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Henry Gillard Glindoni (1042-1913): John Dee performing an experiment before Queen Elizabeth I.
"I don't quite know as little as she did … yet."

Knowing seems the most over-rated ability. Not to denigrate folks who know a lot, they're welcome to their achievements, but I speak here of what we believe we need to know. This belief seems like AbsoluteMagic. The stories I tell myself, explaining why I can't do, seem to anchor what I don't yet know, as if my lack of knowing reasonably prevented me from certain doing. In practice, this insistence rarely proves true. Most of what I've actually done seemed more fueled by desire than by knowledge, the knowing emerging after or along the way toward actually having done. Certainly, I usually struggled before achieving any desired end, but most of these complications seemed beyond knowing until the moment I encountered them then figured 'em out. No amount of preparation could have helped me avoid complications, or so I conclude.

My ability to assert what I could not possibly know serves as AbsoluteMagic.
It generates self-fulfilling prophesies which leave me feeling more reassured and confident. I have refused to engage in many activities which might have proven fulfilling, but instead sat insistent and smug as any headstrong child, insisting that I didn't know. I justified my avoidances by insisting that I didn't know how, as if I did know how to determine that I wouldn't learn how somewhere in-between starting and finishing. I successfully closed off opportunities to learn by insisting that I did not know, as if knowing was a necessary precedent. How could I possibly know that?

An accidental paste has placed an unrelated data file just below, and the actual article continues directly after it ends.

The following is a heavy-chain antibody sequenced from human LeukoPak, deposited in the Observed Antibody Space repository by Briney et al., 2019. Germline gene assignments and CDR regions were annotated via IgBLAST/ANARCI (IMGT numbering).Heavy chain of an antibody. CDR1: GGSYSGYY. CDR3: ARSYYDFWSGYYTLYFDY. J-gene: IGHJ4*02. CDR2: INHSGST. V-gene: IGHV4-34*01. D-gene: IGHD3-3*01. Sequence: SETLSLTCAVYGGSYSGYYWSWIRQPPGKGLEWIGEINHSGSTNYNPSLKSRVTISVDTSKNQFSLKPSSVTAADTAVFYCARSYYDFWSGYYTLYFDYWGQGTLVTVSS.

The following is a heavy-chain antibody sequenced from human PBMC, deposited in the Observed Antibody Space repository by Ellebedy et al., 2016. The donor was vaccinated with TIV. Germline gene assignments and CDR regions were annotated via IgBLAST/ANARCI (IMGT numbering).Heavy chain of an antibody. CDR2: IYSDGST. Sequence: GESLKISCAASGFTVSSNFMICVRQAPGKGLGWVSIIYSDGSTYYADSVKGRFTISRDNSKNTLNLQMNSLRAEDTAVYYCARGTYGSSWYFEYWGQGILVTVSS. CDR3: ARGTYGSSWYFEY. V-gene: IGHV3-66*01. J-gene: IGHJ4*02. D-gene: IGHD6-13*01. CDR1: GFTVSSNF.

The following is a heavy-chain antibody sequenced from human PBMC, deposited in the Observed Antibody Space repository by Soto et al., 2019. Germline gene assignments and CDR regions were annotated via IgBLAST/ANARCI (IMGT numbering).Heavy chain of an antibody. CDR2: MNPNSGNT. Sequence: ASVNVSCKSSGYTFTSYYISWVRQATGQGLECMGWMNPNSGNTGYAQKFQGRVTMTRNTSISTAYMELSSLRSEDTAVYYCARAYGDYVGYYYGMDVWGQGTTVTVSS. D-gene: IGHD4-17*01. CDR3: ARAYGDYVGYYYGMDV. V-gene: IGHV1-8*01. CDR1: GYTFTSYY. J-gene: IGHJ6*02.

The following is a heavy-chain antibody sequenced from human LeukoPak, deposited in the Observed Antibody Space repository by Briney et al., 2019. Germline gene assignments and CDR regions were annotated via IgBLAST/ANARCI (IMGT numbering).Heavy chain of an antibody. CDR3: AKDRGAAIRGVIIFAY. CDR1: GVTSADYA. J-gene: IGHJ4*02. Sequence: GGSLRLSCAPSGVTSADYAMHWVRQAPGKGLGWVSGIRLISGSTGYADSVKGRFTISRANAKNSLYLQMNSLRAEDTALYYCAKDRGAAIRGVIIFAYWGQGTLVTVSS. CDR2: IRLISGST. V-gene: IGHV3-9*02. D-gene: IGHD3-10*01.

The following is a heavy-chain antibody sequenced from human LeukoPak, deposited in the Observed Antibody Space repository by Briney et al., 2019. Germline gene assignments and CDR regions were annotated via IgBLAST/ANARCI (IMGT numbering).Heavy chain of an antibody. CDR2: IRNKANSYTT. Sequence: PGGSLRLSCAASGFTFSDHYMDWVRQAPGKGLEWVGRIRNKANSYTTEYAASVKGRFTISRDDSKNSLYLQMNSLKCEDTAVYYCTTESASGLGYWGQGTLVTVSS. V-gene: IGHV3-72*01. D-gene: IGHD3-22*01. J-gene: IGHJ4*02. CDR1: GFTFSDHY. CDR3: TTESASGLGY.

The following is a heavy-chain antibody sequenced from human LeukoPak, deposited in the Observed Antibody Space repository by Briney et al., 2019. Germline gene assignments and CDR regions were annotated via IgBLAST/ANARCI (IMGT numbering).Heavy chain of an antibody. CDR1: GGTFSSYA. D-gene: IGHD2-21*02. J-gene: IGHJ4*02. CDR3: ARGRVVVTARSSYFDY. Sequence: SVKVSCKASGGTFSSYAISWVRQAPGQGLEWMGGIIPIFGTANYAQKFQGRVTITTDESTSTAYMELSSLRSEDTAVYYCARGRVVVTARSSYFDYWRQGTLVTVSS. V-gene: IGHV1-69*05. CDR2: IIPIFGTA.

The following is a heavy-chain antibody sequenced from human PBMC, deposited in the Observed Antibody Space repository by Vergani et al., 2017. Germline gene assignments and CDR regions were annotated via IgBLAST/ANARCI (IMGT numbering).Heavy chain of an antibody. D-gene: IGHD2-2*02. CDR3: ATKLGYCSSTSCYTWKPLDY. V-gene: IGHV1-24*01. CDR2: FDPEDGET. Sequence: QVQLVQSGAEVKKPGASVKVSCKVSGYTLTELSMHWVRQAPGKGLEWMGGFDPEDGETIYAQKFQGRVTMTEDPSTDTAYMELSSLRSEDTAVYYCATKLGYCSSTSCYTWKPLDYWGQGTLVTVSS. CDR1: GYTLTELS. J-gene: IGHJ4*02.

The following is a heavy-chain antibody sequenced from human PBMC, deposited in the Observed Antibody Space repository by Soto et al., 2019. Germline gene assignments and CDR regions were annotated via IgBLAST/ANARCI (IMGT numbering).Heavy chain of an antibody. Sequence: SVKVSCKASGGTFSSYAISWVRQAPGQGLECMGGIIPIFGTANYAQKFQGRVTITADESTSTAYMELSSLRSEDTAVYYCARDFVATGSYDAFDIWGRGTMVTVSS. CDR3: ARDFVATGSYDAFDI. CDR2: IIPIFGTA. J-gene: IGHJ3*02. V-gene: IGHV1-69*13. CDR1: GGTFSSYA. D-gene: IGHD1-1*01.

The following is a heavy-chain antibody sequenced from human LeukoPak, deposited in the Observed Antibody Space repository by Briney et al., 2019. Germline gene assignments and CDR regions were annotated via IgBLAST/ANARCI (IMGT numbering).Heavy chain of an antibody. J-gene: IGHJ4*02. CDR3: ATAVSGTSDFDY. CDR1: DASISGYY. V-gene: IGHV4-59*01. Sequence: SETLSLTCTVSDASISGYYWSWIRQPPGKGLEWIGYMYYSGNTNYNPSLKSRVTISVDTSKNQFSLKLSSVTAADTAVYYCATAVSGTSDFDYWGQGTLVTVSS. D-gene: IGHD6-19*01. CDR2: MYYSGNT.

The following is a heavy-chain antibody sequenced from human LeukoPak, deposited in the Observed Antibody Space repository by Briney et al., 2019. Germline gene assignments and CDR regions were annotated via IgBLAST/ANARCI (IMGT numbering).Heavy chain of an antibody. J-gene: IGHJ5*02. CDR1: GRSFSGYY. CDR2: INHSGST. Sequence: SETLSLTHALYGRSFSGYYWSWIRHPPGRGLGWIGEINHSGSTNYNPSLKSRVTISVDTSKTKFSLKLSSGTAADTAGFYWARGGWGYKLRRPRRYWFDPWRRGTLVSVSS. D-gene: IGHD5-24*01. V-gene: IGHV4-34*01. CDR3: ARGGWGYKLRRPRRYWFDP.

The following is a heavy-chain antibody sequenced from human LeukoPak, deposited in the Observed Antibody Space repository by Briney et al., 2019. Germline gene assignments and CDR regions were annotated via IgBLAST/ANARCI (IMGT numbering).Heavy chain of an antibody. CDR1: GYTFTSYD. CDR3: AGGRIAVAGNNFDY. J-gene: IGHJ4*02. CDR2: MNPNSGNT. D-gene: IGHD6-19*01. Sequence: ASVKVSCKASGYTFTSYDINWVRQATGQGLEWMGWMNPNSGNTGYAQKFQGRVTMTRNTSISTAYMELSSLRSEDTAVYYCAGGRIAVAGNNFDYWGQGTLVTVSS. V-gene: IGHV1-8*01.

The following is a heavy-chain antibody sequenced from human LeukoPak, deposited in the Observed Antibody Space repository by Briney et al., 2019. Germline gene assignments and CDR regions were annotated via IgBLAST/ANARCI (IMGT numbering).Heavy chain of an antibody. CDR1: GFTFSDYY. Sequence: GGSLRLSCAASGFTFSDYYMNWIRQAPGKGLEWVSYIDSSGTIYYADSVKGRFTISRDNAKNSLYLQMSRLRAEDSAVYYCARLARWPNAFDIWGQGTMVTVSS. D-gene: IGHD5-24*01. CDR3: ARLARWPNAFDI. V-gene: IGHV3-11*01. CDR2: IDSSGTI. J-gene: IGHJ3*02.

The GrandOtter's reworking her stories. The Muse and I have been fulfilling the role of unrequested grammarian, asking just this kind of question. How could you possibly know? We're not considering untrained brain surgery, but perhaps some things more consequential than that. Her language, our language, seems to create the world we inhabit, strongly-defended limitations as well as strongly-asserted insistences. Some fictions seem more useful than others, but each story contributes to the cause. The lessons we carry away from our experiences might ensure ad infinitum repeat performances of both unwanted as well as strongly-desired experiences. I caught myself disclosing that people who hail from deeply dysfunctional families, for instance, tend to find their birth family's drama repeated again and again, at work, at school, even in new far away homes especially organized to avoid repeating those performances. I cannot recount the number of disgruntled employees I've spoken with who felt cheated when they changed jobs only to find their old job's dramas repeating within their new company.

I believe that our deepest knowings lie hidden within our muscle memory, not really cognitive experiences at all. A trigger event reliably elicits a deeply-engrained response, magically producing precisely what one might try to avoid. It becomes a dance where one's performance encourages a mirroring performance from their partner. The dance occurs in a trance which might well seem wholly volitional, preconscious reactions cloaked as conscious choices. Disrupting these dances seems almost impossible. How does one co-opt knowing what they are not aware they know?

I contend that learning involves catching yourself being yourself. Another cannot very effectively inform me of what I think I know but don't or of what I believe I need to know, but don't. Another might disclose when they notice my words and music mismatching and suggest some conversation, but the suggestion itself usually seems misguided, like impending bad advice. I must catch myself being myself for the learning to really click. I must also intervene on my own behalf, it seems, and these interventions seem to involve engaging within territory where I most decidedly do not know, or, do not know yet. I might learn, but I do not yet know.

The stories I tell myself about not being able because I don't know usually omit any notion of a 'yet' in my assessment. I might go from not knowing to not knowing 'yet', a seemingly SmallThing which might influence a world of difference. My mom would always insist that she didn't know much, though she usually delivered the message with a tinge of irony in her voice, as if to say that it might not look to you like I know very much, but I know a whole lot more than you think I do, buster! She was an unconscious master of such double binds, where not knowing became a sublime form of wisdom better than knowing. I don't quite know as little as she did … yet.

©2020 by David A. Schmaltz - all rights reserved

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